“Many of us are very weary of Medicaid expansion,” said state Rep. Jeff Leach, R-Plano, who offered an amendment to Senate Bill 7 that would ban Texas from expanding Medicaid eligibility without the approval of the Legislature. While House lawmakers recognize that Texas’ large number of uninsured residents is a problem, Leach said, “We don’t believe that Obamacare is the answer to that.”
Leach’s amendment — which was adopted with a vote of 87 to 57 — would prohibit the Health and Human Services Commission from providing “medical assistance to any person who would not have been eligible for that assistance and for whom federal matching funds were not available” under the state’s existing criteria for medical assistance.
State Rep. John Zerwas, R-Richmond, expressed concern that the “broad stroke” of Leach’s amendment would handicap the state’s ability to stretch federal matching dollars in other programs, such as the 1115 Medicaid waiver program.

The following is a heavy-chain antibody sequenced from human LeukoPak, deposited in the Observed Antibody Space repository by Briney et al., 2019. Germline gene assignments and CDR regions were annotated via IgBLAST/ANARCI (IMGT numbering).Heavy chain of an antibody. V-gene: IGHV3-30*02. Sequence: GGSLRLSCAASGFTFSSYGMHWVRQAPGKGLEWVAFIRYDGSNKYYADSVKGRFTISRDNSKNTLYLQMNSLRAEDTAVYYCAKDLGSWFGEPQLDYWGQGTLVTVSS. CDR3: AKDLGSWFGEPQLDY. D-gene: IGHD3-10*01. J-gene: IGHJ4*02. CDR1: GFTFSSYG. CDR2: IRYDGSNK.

“I’m the first to tell you that the Medicaid system is very fragile,” said Zerwas, who has pushed this session for the Legislature to weigh in on the Medicaid expansion debate by approving “a Texas alternative” based on private-market reforms. “But this particular provision, in terms of restricting any ability to utilize matching funds for the provision of health care, is not the right amendment for this bill,” he said.
But under current law, Leach said, the state health commissioner or governor could expand Medicaid coverage without legislative approval. The expansion of Medicaid eligibility is “too big of a decision for the future of this state to be made by one person, and I believe the Legislature ought to be involved,” he said.
The House sponsor of SB 7, state Rep. Richard Peña Raymond, D-Laredo, said the amendment would not directly affect SB 7. “Obviously this amendment is a bigger debate,” he said and attempted to table the measure.
State Rep. Mark Strama, D-Austin, read off a list of taxes Texas would pay to finance Medicaid expansion and other provisions in the Affordable Care Act — regardless of the state’s decision to expand Medicaid.
“If we choose not to, we will become far and away the biggest donor state to the federal government,” he said. “We will still pay the taxes required of us under the Affordable Care Act. The difference is we will pay it to provide health insurance to other states’ low-income” populations. Continue reading